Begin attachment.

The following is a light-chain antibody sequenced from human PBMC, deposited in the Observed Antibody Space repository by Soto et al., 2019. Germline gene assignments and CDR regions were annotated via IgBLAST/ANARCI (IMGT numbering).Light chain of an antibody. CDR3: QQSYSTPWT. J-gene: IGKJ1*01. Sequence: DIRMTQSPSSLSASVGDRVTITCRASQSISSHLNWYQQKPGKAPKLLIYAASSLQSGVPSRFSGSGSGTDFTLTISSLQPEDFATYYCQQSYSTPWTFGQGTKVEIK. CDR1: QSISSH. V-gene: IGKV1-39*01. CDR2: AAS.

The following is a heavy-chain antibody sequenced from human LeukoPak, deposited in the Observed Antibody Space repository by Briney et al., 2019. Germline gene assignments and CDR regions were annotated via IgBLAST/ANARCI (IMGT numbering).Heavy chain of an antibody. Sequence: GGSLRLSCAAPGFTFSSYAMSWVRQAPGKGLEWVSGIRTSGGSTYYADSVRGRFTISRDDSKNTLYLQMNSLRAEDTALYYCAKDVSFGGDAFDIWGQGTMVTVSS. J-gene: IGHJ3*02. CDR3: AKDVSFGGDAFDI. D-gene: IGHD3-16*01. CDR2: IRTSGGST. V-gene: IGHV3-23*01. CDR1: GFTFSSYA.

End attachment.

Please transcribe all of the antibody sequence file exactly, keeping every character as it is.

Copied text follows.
The following is a light-chain antibody sequenced from human PBMC, deposited in the Observed Antibody Space repository by Soto et al., 2019. Germline gene assignments and CDR regions were annotated via IgBLAST/ANARCI (IMGT numbering).Light chain of an antibody. CDR3: QQSYSTPWT. J-gene: IGKJ1*01. Sequence: DIRMTQSPSSLSASVGDRVTITCRASQSISSHLNWYQQKPGKAPKLLIYAASSLQSGVPSRFSGSGSGTDFTLTISSLQPEDFATYYCQQSYSTPWTFGQGTKVEIK. CDR1: QSISSH. V-gene: IGKV1-39*01. CDR2: AAS.

The following is a heavy-chain antibody sequenced from human LeukoPak, deposited in the Observed Antibody Space repository by Briney et al., 2019. Germline gene assignments and CDR regions were annotated via IgBLAST/ANARCI (IMGT numbering).Heavy chain of an antibody. Sequence: GGSLRLSCAAPGFTFSSYAMSWVRQAPGKGLEWVSGIRTSGGSTYYADSVRGRFTISRDDSKNTLYLQMNSLRAEDTALYYCAKDVSFGGDAFDIWGQGTMVTVSS. J-gene: IGHJ3*02. CDR3: AKDVSFGGDAFDI. D-gene: IGHD3-16*01. CDR2: IRTSGGST. V-gene: IGHV3-23*01. CDR1: GFTFSSYA.